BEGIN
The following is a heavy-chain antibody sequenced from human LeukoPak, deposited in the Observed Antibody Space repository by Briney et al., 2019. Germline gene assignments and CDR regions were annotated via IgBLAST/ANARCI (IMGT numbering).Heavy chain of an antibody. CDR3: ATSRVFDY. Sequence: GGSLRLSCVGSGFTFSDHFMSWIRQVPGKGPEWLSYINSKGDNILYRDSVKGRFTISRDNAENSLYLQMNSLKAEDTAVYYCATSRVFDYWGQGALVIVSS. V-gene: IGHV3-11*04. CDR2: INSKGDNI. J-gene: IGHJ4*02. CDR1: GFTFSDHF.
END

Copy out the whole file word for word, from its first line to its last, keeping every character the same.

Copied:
The following is a heavy-chain antibody sequenced from human LeukoPak, deposited in the Observed Antibody Space repository by Briney et al., 2019. Germline gene assignments and CDR regions were annotated via IgBLAST/ANARCI (IMGT numbering).Heavy chain of an antibody. CDR3: ATSRVFDY. Sequence: GGSLRLSCVGSGFTFSDHFMSWIRQVPGKGPEWLSYINSKGDNILYRDSVKGRFTISRDNAENSLYLQMNSLKAEDTAVYYCATSRVFDYWGQGALVIVSS. V-gene: IGHV3-11*04. CDR2: INSKGDNI. J-gene: IGHJ4*02. CDR1: GFTFSDHF.